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Sunday, July 4, 2010

In Which...Rip Van Winkle Tries to Do 4th of July, and Ends Up Caviling

Since coming back to the United States, I've had a hard time throwing myself into the spirit of 4th of July celebrations. It's not because I'm less patriotic; quite the contrary (see point #1 below). So can you just put it down to my being a caviling, "been there, done that, seen the elephant" type? You decide.

Here are my three main gripes:

1) Loss of the "Independence Day" aspect of the holiday. Every year, there is some kind of poll showing that Americans have forgotten the origins of this event that led to the birth of our nation, and I am freshly aghast. In the 2010 version, just over a quarter of those polled didn't know from whom we declared our independence — and some actually speculated it was from Japan or China. Goodness, in 1776 Japan was in a period of self-imposed isolation, while China was in the midst of the Qing Dynasty — a time of territorial expansion, true, but not as far as North America. (That said, China probably supplied the tea that the colonists threw into the Boston harbor.)

2) Fireworks. Fireworks are for oohing and awing, not for finding fault. So I feel a bit mean in saying that I am almost always disappointed by fireworks in this country. I believe I've been spoiled by watching ohanabi over Tokyo's Sumida River, the largest fireworks festival in Japan. Every July, rival pyrotechnic groups compete, each trying to outdo the last. Now I'm far from an aficionado of pyrotechnics, but it doesn't take much knowledge to realize that these groups have taken fireworks to a whole new level. The colors and patterns are spectacular of course, but so is the sense of playfulness. This was the first time I'd ever seen fireworks forming shapes: not only smiley faces but also sad ones, hearts, mickey mouses, cats, planets, kanji characters and even manga characters (e.g., Doremon and Pikachu).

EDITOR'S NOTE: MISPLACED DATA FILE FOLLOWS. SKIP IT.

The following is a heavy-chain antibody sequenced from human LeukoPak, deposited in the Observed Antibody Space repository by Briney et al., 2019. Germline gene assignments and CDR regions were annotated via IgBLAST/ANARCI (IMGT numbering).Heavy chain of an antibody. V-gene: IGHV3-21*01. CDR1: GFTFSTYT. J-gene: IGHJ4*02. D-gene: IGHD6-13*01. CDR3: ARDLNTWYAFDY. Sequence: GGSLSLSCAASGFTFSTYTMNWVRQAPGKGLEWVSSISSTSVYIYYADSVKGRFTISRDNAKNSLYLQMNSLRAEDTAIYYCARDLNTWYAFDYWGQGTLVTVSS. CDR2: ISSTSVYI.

3) Barbecues. I was and remain relieved to be back in the land that invented the barbecue after living for so long in the UK, where people are fond of their "barbeys" but the weather prevents barbecuing from becoming a way of life. My only quibble is that I wish people in the U.S. could be more adventurous with ingredients. I noticed that New York Times food columnist Mark Bittman had a column this week exhorting Americans to expand their grilling repertoire. Amen to that. I much prefer English sausages to hot dogs, for example. As British cookery Delia Smith writes, "the humble British banger is quite transformed with a smoky, crispy barbecued skin." It's worth noting, too, that Brits excel at picnic food. Again, as Smith puts it: "The number one requirement for food in the open air is that it should have lots of gutsy flavor." Personally, I owe her a king's ransom for introducing me to the joys of making potato salad with new potatoes and no mayonnaise, just vinaigrette dressing — so much tastier and healthier than what passes for potato salad here.

Question: I'd like to hear from others who have tried repatriating: have you found traditional holidays disappointing?

3 comments:

Kathryn Allison said...